wreck passed her on the morning of the 25th, Captain Taylor did not know that an action had taken place, until informed, the same afternoon, by the governor of Demerara, of the Peacock's destruction.
It was fortunate, perhaps, for the character of the British navy, that the disordered state of her rigging prevented the Espiègle from sailing out to engage the ship, which, at noon on the day of action, she plainly saw, and continued to see for nearly an hour, until the Hornet tacked and stood to the south-east ; as, at the court-martial subsequently held upon him, Captain Taylor was found guilty of having "neglected to exercise the ship's company at the great guns." It seemed hard, however, to punish the Espiègle's commander for a piece of neglect, which prevailed over two thirds of the British navy ; and to which the admiralty, by their sparing allowance of powder and shot for practice at the guns, were in some degree instrumental.
Much good as, we flatter ourselves, we have done to the cause of truth, by analyzing the American accounts of their naval actions with the English, the inattention of a contemporary may throw some doubt upon the accuracy of our statement respecting the relative force of the parties in the case that has just been detailed. Captain Brenton, with a particularity not common with him, states that " the force of the Peacock was sixteen 32-pound carronades and two long sixes. * Admitting that neither our former work on the subject published nine years ago, nor the first edition of the present work, and into which, we know, our contemporary has occasionally dipped, was deemed of sufficient authority, what has Captain Brenton to say to Lieutenant Wright's letter, published in all the London papers ? Nay, what objection has he to offer to the official statement of Captain Lawrence himself, " She, (the Peacock) mounted sixteen 24-pound carronades and two long nines ?"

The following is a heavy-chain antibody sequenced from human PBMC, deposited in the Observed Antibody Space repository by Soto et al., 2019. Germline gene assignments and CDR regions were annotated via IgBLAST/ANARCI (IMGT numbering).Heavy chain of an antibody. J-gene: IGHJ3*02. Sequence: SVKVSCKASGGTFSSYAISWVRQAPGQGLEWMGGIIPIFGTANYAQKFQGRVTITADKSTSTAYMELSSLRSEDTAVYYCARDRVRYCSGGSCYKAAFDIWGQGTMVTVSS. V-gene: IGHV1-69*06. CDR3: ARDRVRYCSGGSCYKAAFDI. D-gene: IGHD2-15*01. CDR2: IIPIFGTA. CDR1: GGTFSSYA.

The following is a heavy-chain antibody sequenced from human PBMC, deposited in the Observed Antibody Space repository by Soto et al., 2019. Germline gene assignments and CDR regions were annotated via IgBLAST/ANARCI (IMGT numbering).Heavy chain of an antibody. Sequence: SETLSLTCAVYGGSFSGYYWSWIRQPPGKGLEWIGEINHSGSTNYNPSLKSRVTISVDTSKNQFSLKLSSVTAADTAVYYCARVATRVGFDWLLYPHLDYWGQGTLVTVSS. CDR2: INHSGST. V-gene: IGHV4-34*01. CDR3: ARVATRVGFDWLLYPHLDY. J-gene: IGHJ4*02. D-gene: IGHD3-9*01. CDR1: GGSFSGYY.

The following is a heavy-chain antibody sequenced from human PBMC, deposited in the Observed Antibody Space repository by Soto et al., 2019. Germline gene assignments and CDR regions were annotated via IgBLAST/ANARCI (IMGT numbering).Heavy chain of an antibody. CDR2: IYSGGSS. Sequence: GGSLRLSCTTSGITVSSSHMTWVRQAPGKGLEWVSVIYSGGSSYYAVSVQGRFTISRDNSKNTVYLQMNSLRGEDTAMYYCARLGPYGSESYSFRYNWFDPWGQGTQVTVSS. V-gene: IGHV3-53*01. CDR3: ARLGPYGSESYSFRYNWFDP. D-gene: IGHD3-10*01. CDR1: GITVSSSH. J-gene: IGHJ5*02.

The counter-statement of our contemporary, it is true, may have little weight in this country; but not so in the United States, not so among a people whom the are, and long have been, labouring so hard to convince of the inutility, even in a profit-and-loss point of view, of telling a falsehood. There the high rank and presumed practical experience of the author, and his long list of kings, princes, princesses, dukes, and officers of the navy, for subscribers, will produce their full effect: the Americans will be convinced that, in the hurry of the moment, Captain Lawrence made a mistake respecting the force of his prize. By the by, Captain Brenton is not the only British officer who has given the Peacock 32-pounder carronades : a post-captain, who, about 13 months ago, volunteered to correct the mistatements of a very captivating writer, both for and against the Americans, did the same. That the established
* Brenton, vol. v., p. 111.
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